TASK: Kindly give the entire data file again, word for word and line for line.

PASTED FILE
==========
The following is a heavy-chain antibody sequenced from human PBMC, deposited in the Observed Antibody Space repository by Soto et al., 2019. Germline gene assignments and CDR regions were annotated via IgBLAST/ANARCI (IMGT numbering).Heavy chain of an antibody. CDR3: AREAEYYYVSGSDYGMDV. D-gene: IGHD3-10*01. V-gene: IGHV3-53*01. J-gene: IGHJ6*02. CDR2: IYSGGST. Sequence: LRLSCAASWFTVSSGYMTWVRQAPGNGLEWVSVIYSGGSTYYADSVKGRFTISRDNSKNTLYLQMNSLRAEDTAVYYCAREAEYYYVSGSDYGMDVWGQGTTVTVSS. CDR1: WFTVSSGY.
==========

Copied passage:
The following is a heavy-chain antibody sequenced from human PBMC, deposited in the Observed Antibody Space repository by Soto et al., 2019. Germline gene assignments and CDR regions were annotated via IgBLAST/ANARCI (IMGT numbering).Heavy chain of an antibody. CDR3: AREAEYYYVSGSDYGMDV. D-gene: IGHD3-10*01. V-gene: IGHV3-53*01. J-gene: IGHJ6*02. CDR2: IYSGGST. Sequence: LRLSCAASWFTVSSGYMTWVRQAPGNGLEWVSVIYSGGSTYYADSVKGRFTISRDNSKNTLYLQMNSLRAEDTAVYYCAREAEYYYVSGSDYGMDVWGQGTTVTVSS. CDR1: WFTVSSGY.